Heroes and Villains

2014-07-25 20:40

This is an explanation of a graphical demo I call “Heroes and Villains”. I wrote the first version in my first year of university and it was one of the first demos on this site. I revisited the code several years later when I entered the demo in JS1K competition, and re-implemented it in less than 1 kilobyte.

Demo runs for 5 seconds then pauses (so as to not drain your laptop's battery).
Click the demo to resume. Subsequent clicks restart the demo.
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The demo is named after a “getting to know you” game. Take a room full of people and tell each of them to choose one person to be their “hero”, and choose a second person to be their “villain”, keeping the identity of both a secret. Then tell each person to move such that their hero is between themselves, and their villain. As each person moves into position, they force other people to keep moving, as the position of each person affects the position of people who have chosen them as heroes or villains. Played indoors in groups of around 15, people tend to stand in lines moving sideways or radially about the centre of the room, and tend to also move outwards getting as close to walls as possible.

Naturally, the question arises: “Will the system ever reach a stable state, where everyone’s hero is between themselves and their villain?” This demo started out as an attempt to simulate the game with a large number of players in a large space over a long period.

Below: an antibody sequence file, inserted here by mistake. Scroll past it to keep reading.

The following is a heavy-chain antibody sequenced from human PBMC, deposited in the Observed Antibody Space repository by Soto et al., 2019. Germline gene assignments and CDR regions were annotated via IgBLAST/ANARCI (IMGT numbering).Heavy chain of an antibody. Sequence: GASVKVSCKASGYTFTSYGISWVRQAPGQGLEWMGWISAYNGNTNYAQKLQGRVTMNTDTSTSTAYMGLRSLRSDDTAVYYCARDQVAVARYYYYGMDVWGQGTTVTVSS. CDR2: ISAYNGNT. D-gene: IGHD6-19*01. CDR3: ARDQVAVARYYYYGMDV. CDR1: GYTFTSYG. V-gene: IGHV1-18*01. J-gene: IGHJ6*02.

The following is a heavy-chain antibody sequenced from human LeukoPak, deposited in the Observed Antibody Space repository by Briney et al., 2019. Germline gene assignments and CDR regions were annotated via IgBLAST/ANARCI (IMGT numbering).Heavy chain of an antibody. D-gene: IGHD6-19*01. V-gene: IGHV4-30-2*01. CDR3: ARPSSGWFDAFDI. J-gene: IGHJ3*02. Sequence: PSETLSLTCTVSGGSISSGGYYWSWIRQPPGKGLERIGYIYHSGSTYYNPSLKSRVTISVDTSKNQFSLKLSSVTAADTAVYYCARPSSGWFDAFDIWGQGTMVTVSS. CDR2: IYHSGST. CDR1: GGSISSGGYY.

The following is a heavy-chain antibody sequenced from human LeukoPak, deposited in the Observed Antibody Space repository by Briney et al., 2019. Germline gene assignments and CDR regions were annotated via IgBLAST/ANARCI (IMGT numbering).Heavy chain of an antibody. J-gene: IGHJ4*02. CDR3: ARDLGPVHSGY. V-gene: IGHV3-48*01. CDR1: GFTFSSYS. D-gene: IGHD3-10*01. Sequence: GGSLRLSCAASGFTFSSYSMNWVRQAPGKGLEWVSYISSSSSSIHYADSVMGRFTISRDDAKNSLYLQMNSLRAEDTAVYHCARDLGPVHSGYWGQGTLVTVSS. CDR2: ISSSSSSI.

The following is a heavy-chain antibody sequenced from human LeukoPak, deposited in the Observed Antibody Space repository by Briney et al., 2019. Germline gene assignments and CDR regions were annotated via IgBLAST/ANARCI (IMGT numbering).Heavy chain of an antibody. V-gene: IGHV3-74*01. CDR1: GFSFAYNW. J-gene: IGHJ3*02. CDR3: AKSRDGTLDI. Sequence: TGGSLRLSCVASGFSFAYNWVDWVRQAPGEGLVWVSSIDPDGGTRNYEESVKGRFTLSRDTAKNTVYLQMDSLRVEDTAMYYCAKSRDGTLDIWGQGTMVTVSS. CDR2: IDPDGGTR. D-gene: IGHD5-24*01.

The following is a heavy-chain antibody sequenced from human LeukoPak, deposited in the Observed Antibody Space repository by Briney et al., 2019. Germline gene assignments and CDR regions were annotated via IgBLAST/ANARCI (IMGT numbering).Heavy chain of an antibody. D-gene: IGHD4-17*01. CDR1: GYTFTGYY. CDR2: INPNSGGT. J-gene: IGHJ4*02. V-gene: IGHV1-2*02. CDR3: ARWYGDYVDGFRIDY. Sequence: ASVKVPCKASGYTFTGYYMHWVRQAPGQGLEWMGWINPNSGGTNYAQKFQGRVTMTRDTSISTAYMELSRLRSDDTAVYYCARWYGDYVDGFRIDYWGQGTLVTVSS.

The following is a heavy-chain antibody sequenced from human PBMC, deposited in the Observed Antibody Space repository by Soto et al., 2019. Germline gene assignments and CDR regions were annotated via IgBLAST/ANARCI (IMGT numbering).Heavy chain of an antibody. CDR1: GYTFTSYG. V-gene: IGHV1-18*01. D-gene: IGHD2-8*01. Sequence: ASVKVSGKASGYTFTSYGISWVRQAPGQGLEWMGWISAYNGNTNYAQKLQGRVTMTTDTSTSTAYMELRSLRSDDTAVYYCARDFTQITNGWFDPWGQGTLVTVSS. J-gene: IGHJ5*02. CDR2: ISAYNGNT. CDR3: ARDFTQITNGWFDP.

How it works


Each player's hero's villain is that player. Likewise for each player's villain.

Initially, each player is randomly assigned a position, and a pair of other players - one its hero, and the other its villain. When a player A is assigned as the hero of some other player B, B gets assigned as the villain of A. The likewise is true when a player is assigned as a villain. See the diagram to the right for a graphical explanation.

This reflexive property is not part of the original game, and several hero/villain assignment policies were experimented with, and this one seemed the most interesting to watch.


The simulation is broken into discrete ticks. That is, there is an operation that is repeated infinitely at some frequency. This operation consists of calculating the next position of each player based on their current positions, updating the position of each player, and drawing each player to the display.

The rules of the simulation used in the calculation of each player’s position are as follows.

  • If a player’s hero is between themselves and their villain, the player stays where it is.
  • Otherwise, a player moves towards the nearest point that would put its hero between itself and its villain.

In order to calculate the point a player will move to, there are two scenarios depending on the relative positions of the player, their hero and their villain. Scenario 1 is assumed, and the point that would be used is checked to see if it places the hero between the player and its villain. If this property is not met, scenario 2 is used instead. Once the target is found, the player moves some small distance towards it.

Scenario 1

Move perpendicular to the line between the hero and villain.

Scenario 2

Get "just behind" the hero. The distance between the hero and the target is some small constant.


Since implementing the original version, I have created some variants: